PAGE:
Here's a small snippet for setting a local coordinate system. You need to know the location to treat as origin as well as the direction vectors to treat as X and Y.

// Take a position vector (p) and 3 direction vectors (uvw) // and create a transformation matrix. The origin is transformed to p, // and xyz point along uvw. // Normally, the caller will ensure that uvw are orthogonal unit vectors function puvw(p, u, v, w) = [ [u[0], v[0], w[0], p[0]], [u[1], v[1], w[1], p[1]], [u[2], v[2], w[2], p[2]]]; // Take a position vector (p) and 2 direction vectors (uv) which should be // orthogonal but need not be unit vectors. Calculate the unit vectors as well // as the third vector and return the resulting matrix function puv(p, u, v) = let(nu = u / norm(u), nv = v / norm(v), nw = cross(nu, nv)) puvw(p, nu, nv, nw); // Operate in a local coordinate system where the origin is the point p, // x points along u, y points along v, and z points along the normal vector // to uv. x and y should be orthogonal but need not be unit vectors. module puv(p, u, v) { multmatrix(puv(p, u, v)) children(); }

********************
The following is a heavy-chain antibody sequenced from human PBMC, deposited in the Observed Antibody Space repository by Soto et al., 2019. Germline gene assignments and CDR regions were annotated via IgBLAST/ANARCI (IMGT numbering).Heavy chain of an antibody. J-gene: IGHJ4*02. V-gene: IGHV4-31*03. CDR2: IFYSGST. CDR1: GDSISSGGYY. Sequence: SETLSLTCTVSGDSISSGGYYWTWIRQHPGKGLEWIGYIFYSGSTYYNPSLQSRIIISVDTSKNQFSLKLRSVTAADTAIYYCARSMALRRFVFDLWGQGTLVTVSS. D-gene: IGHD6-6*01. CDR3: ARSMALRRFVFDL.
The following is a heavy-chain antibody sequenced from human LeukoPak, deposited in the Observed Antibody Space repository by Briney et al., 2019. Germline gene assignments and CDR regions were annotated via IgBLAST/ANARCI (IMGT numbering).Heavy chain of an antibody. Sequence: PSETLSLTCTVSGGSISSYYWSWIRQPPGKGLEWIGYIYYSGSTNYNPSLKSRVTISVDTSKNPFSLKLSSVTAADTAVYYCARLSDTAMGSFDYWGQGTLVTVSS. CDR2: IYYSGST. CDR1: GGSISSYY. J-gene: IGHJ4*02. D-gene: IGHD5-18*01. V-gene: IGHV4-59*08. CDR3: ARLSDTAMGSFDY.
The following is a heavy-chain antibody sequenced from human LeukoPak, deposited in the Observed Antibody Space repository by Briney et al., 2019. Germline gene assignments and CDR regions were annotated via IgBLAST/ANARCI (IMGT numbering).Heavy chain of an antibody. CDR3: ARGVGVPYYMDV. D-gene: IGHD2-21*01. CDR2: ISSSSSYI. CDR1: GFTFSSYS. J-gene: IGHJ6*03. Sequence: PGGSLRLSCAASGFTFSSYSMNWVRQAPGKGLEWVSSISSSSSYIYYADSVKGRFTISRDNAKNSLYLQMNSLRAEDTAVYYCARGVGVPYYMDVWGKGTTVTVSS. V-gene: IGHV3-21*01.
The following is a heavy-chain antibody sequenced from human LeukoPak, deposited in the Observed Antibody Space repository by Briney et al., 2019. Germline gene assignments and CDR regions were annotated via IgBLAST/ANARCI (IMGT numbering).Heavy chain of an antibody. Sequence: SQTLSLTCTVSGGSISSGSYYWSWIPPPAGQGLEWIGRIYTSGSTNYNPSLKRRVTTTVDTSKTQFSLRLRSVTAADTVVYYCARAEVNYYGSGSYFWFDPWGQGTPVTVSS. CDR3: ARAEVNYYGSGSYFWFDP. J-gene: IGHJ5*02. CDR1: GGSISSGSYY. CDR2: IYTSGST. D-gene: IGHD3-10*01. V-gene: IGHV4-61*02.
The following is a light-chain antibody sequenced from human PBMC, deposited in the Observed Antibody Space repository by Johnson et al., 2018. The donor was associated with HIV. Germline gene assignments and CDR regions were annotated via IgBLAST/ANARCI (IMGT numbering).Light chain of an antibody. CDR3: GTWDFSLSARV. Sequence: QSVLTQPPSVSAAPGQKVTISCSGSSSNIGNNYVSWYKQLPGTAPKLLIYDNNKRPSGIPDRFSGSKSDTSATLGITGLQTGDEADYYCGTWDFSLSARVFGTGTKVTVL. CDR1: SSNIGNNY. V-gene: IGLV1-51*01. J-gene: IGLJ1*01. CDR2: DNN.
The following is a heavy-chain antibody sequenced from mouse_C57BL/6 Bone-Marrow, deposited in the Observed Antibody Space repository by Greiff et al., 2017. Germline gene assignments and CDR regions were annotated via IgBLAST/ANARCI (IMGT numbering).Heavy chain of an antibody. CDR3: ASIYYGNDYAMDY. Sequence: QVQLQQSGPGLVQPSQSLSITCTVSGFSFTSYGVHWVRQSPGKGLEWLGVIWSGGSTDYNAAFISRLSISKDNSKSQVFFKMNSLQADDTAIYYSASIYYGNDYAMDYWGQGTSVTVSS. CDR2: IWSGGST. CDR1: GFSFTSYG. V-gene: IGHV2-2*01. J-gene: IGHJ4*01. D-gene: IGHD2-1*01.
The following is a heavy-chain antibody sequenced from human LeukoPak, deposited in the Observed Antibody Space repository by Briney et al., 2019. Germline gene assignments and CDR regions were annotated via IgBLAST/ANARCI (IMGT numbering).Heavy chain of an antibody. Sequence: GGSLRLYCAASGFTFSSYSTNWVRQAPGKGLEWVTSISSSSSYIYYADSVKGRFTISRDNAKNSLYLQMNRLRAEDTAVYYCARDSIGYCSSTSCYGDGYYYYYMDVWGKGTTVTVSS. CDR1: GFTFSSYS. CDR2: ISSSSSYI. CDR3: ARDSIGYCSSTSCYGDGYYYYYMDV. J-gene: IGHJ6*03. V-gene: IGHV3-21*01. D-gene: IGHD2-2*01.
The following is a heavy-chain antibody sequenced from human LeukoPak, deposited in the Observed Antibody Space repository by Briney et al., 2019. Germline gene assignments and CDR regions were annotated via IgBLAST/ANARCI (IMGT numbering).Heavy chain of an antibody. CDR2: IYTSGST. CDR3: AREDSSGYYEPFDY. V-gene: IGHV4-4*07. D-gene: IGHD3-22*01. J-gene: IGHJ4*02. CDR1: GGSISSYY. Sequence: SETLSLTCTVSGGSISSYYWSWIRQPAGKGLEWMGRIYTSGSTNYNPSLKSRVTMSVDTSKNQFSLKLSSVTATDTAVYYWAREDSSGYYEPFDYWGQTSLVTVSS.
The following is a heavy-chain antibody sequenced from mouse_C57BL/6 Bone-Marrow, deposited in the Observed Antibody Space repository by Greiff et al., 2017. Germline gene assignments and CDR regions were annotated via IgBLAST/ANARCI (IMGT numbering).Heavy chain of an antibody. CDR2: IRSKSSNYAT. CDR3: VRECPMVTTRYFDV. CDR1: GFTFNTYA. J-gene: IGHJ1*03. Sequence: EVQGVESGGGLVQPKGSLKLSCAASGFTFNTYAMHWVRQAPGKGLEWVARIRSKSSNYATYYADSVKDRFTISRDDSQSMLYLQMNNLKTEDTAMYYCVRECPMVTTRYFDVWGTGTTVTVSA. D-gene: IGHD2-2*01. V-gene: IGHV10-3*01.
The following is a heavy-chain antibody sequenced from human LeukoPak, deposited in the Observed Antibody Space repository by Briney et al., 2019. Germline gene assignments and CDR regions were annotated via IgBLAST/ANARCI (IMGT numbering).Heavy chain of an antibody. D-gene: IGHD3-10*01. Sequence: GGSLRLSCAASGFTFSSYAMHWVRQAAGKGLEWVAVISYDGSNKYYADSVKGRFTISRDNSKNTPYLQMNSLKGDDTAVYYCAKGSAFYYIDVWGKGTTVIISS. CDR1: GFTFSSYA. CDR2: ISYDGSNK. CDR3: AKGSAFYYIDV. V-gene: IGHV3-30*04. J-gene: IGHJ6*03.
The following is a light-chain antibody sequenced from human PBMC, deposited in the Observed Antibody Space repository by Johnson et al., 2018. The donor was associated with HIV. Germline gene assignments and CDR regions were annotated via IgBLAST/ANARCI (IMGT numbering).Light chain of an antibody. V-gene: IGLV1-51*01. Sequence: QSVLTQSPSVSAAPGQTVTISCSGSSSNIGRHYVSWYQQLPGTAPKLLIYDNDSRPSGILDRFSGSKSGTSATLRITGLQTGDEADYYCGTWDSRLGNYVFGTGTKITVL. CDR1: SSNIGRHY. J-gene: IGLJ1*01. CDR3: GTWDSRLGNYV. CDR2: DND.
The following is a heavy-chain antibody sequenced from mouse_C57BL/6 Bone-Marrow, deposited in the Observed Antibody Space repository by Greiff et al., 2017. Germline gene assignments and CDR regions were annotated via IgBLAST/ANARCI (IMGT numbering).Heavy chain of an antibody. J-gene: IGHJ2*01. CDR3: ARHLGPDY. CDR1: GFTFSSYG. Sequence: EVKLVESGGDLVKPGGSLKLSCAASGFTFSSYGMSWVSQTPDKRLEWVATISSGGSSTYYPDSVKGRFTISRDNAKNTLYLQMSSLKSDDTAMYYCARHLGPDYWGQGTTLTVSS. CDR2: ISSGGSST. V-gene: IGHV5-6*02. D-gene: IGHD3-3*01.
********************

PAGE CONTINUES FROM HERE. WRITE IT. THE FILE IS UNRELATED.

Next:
For instance, suppose you want to lay out some feature relative to a cone 100mm in diameter and 500mm tall. It's convenient to set the origin to the intersection of the cone base with the +x axis, +x be the direction from the base of the cone to the tip, +y be the direction tangential to the cone, and +z be the direction 'out' from the cone. You might invoke puv like so (corr is a factor to make the flats of the faceted cone exactly touch the 100mm diameter circle):

effen = 16; // 16, 32, 64, ... corr = 1 / cos(180/effen); for(i=[0:45:360]) rotate(i) puv([100,0,0], [-100, 0, 500], [0, -1, 0]) linear_extrude(height=1) square([25, 4], center=true); %rotate(45/4) cylinder(d1=200*corr, d2=0, h=500, $fn=effen);

Entry first conceived on 7 November 2022, 1:35 UTC, last modified on 7 November 2022, 1:52 UTC

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